Past-Due Rent

The New-School Approach to Self-Storage Collections

Collections is an integral part of every self-storage manager’s job, but it’s often the least liked responsibility. While aggressive tactics work, an effective, new-school approach retains customers’ dignity by treating them like adults.

By Colleen Wood

Resolving delinquent accounts is an integral part of every self-storage manager’s job, but it’s often the least favorite part. Sometimes, it’s more difficult than it needs to be, and managers make work for themselves than necessary.

In-house collections procedures are often tailored to reflect the perspective of the owner, manager or management company. The process should be compiled into the training modules for new employees, but as you might imagine, there’s more than one school of thought on the best way to approach delinquent accounts. Let’s explore the options.

Old-School Aggression

One philosophy—one might call it “the old-school approach”—espouses aggressive collections tactics. They typically look something like this:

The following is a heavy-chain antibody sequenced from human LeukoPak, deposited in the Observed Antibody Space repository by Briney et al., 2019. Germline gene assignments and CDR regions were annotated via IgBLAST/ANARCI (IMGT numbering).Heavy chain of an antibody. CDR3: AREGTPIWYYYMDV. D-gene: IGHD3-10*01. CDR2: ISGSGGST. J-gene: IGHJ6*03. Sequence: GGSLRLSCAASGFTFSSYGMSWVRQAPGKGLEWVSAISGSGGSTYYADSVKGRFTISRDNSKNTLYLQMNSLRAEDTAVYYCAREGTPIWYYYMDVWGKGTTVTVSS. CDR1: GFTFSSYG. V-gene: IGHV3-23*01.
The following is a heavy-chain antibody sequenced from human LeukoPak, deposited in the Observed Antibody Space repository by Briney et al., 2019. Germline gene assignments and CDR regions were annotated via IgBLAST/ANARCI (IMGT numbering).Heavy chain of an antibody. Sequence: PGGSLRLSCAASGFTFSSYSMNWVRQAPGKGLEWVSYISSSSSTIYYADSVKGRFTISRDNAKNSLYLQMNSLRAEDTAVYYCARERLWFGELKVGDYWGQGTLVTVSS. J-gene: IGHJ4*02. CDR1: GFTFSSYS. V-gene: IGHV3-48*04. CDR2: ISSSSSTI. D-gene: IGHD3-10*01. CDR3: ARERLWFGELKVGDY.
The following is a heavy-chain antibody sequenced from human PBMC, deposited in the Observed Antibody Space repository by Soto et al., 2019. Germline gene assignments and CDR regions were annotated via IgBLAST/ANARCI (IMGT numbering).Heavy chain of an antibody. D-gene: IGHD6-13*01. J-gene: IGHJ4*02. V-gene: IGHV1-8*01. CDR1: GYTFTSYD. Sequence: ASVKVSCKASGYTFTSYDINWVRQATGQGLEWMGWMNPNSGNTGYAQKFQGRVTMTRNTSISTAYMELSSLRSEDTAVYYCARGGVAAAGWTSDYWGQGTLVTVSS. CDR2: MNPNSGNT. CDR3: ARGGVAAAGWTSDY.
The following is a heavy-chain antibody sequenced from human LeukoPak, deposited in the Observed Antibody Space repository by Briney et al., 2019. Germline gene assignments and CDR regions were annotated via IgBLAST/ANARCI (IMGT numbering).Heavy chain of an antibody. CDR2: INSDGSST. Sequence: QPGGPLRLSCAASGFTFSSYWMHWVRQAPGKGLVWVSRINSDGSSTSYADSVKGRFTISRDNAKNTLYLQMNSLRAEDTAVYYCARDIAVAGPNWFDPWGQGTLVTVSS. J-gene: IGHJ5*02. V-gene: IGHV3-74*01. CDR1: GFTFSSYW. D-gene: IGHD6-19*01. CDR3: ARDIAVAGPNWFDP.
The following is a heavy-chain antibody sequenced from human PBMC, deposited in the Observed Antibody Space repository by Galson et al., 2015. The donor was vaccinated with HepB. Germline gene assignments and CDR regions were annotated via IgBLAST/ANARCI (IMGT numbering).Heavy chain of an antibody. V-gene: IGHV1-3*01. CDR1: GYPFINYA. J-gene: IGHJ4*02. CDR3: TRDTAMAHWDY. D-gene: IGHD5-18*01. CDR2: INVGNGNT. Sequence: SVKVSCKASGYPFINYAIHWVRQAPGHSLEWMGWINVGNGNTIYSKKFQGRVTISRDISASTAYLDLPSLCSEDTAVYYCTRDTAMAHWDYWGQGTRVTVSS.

• Call/mail/e-mail the customer to remind him his payment is due.
  • Call/mail/e-mail the customer again to remind him a late fee is pending.
  • Notify the customer by phone/letter/e-mail that his rent is now past-due and a late fee has been assessed.
  • Call/mail/e-mail the customer once or twice per week thereafter, until he brings the account current or his unit is processed for auction.
  • Contact the customer by all available phone numbers and addresses to advise that his unit is going to be processed for auction, and when.
  • Once the customer is in lien status, mail or e-mail the applicable legal notices (depending upon state law requirements).
  • Continue to call/mail/e-mail the customer for payment until auction day.

Most of us who have been in the storage industry for more than a few years recognize this format as one of the familiar procedures for collecting delinquent funds. It became one of the industry standards because it worked. So, what’s wrong with that? Read on.

Because it works, the above technique is frequently employed by collections agencies and short-term money lenders. The customer may even borrow funds from family and friends just to make you go away and leave him alone! So you win, right? You’ve got the money. That was the objective of the exercise, correct? Not so fast.

While the tenant’s payment under duress “cures’ your delinquency problem this month, the tactic comes with side effects that aren’t necessarily a win for you. Let’s take a closer look.

Side Effect 1: Bill Monitor